All,(adsbygoogle = window.adsbygoogle || []).push({});

I have to teach One Dimensional, Two Dimensional, and Three Dimensional Motions to my son and have been reading quite a bit on these topics. I still have a question and would be glad if someone can help me understand or point me in the right direction. I'm worried that I might be missing something very basic.

I understand that One Dimensional motion is motion along a straight line and most of the cases, for simplicity sake, it is assumed that the motion is on the X – Axis or Y – Axis or the Z – Axis. In this case, if the motion is on the X-Axis, the Y and Z values will be 0 with X being the only Dimension.

But consider the case of a motion along a straight line which is SLANTING and for simplicity sake let us assume that the slant is 45 deg. In this case, though the Z values are 0, the Y values are not, infact the (x,y) values will be (1,1)(2,2)(3,3)(4,4) … etc. So, should this motion not be classified as a Two-Dimensional motion because there are two dimensions (x,y) involved? Why is even this type of motion classified as a One-Dimensional?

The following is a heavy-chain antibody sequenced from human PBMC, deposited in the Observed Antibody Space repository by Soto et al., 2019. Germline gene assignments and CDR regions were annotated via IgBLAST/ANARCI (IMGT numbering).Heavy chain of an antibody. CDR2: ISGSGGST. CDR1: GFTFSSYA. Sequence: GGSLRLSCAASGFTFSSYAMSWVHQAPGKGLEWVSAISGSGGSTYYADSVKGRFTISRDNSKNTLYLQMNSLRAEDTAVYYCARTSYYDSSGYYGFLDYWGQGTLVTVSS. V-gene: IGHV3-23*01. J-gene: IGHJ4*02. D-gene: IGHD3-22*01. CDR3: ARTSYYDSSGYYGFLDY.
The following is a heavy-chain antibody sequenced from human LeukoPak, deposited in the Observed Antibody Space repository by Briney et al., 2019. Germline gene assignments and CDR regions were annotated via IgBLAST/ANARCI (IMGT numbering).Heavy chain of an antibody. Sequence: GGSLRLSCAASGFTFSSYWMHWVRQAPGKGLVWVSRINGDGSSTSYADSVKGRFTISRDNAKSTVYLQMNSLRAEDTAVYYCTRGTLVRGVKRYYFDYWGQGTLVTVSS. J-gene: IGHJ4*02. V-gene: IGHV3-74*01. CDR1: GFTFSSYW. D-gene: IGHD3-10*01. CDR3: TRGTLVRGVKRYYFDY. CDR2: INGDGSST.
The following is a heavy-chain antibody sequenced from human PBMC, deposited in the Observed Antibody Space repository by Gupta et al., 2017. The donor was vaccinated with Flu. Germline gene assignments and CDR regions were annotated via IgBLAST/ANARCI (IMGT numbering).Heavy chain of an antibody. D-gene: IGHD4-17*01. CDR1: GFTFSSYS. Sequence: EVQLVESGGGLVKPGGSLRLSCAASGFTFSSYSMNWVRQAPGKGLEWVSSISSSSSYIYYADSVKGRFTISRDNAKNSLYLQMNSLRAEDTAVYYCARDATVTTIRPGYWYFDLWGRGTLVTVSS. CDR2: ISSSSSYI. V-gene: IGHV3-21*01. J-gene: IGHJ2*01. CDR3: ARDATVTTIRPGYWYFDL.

I understand the coordinate system can be changed by rotating it 45 degrees. But this rotation would also rotate the SLANTING line, correct? In which case, the SLANTING line will always be in between two co-ordinates.

Thanks,

Gopi

**Physics Forums - The Fusion of Science and Community**

# Motion along a Slanting Line

Have something to add?

- Similar discussions for: Motion along a Slanting Line

Loading...

**Physics Forums - The Fusion of Science and Community**